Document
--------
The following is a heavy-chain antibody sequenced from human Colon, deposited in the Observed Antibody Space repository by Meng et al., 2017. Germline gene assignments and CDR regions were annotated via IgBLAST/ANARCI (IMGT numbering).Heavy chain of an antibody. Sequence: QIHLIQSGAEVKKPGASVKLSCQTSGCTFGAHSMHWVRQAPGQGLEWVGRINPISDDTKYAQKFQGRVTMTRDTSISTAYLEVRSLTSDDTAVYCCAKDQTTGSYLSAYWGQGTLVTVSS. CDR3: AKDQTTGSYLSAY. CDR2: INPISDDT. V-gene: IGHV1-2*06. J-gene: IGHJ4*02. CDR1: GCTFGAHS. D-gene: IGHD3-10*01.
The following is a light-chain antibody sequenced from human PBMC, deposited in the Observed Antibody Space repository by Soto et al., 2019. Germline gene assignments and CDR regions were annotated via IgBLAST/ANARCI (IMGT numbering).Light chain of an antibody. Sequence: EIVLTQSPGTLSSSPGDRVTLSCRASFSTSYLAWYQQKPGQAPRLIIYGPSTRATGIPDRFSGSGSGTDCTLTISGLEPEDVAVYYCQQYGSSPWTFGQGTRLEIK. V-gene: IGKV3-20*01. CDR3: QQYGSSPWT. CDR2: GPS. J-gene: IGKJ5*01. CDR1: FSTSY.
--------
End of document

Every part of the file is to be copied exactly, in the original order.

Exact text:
The following is a heavy-chain antibody sequenced from human Colon, deposited in the Observed Antibody Space repository by Meng et al., 2017. Germline gene assignments and CDR regions were annotated via IgBLAST/ANARCI (IMGT numbering).Heavy chain of an antibody. Sequence: QIHLIQSGAEVKKPGASVKLSCQTSGCTFGAHSMHWVRQAPGQGLEWVGRINPISDDTKYAQKFQGRVTMTRDTSISTAYLEVRSLTSDDTAVYCCAKDQTTGSYLSAYWGQGTLVTVSS. CDR3: AKDQTTGSYLSAY. CDR2: INPISDDT. V-gene: IGHV1-2*06. J-gene: IGHJ4*02. CDR1: GCTFGAHS. D-gene: IGHD3-10*01.
The following is a light-chain antibody sequenced from human PBMC, deposited in the Observed Antibody Space repository by Soto et al., 2019. Germline gene assignments and CDR regions were annotated via IgBLAST/ANARCI (IMGT numbering).Light chain of an antibody. Sequence: EIVLTQSPGTLSSSPGDRVTLSCRASFSTSYLAWYQQKPGQAPRLIIYGPSTRATGIPDRFSGSGSGTDCTLTISGLEPEDVAVYYCQQYGSSPWTFGQGTRLEIK. V-gene: IGKV3-20*01. CDR3: QQYGSSPWT. CDR2: GPS. J-gene: IGKJ5*01. CDR1: FSTSY.